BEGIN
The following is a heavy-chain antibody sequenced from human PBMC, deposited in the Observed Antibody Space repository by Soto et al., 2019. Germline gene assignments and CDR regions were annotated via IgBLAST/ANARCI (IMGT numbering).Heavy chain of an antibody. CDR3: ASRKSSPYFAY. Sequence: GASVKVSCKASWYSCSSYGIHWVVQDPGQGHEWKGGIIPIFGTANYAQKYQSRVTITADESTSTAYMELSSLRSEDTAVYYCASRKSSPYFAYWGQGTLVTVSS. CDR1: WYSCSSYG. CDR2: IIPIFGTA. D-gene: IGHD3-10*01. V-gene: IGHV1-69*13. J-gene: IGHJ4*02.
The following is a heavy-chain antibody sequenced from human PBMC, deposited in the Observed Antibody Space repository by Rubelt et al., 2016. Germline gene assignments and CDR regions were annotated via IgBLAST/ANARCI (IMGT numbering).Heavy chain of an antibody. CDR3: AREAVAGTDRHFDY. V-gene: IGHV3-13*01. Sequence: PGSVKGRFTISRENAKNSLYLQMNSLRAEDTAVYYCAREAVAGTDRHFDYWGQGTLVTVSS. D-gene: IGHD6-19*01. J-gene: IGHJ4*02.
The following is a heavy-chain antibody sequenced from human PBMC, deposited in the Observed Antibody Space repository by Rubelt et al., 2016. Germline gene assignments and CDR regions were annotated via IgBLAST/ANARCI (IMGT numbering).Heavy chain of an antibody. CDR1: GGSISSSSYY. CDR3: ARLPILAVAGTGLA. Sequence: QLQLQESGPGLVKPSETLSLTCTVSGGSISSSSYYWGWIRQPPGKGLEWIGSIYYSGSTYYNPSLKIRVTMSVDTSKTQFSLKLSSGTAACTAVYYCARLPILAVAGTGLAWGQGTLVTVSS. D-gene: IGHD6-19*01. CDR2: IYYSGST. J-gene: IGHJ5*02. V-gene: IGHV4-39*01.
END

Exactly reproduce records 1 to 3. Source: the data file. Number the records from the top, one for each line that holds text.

The following is a heavy-chain antibody sequenced from human PBMC, deposited in the Observed Antibody Space repository by Soto et al., 2019. Germline gene assignments and CDR regions were annotated via IgBLAST/ANARCI (IMGT numbering).Heavy chain of an antibody. CDR3: ASRKSSPYFAY. Sequence: GASVKVSCKASWYSCSSYGIHWVVQDPGQGHEWKGGIIPIFGTANYAQKYQSRVTITADESTSTAYMELSSLRSEDTAVYYCASRKSSPYFAYWGQGTLVTVSS. CDR1: WYSCSSYG. CDR2: IIPIFGTA. D-gene: IGHD3-10*01. V-gene: IGHV1-69*13. J-gene: IGHJ4*02.
The following is a heavy-chain antibody sequenced from human PBMC, deposited in the Observed Antibody Space repository by Rubelt et al., 2016. Germline gene assignments and CDR regions were annotated via IgBLAST/ANARCI (IMGT numbering).Heavy chain of an antibody. CDR3: AREAVAGTDRHFDY. V-gene: IGHV3-13*01. Sequence: PGSVKGRFTISRENAKNSLYLQMNSLRAEDTAVYYCAREAVAGTDRHFDYWGQGTLVTVSS. D-gene: IGHD6-19*01. J-gene: IGHJ4*02.
The following is a heavy-chain antibody sequenced from human PBMC, deposited in the Observed Antibody Space repository by Rubelt et al., 2016. Germline gene assignments and CDR regions were annotated via IgBLAST/ANARCI (IMGT numbering).Heavy chain of an antibody. CDR1: GGSISSSSYY. CDR3: ARLPILAVAGTGLA. Sequence: QLQLQESGPGLVKPSETLSLTCTVSGGSISSSSYYWGWIRQPPGKGLEWIGSIYYSGSTYYNPSLKIRVTMSVDTSKTQFSLKLSSGTAACTAVYYCARLPILAVAGTGLAWGQGTLVTVSS. D-gene: IGHD6-19*01. CDR2: IYYSGST. J-gene: IGHJ5*02. V-gene: IGHV4-39*01.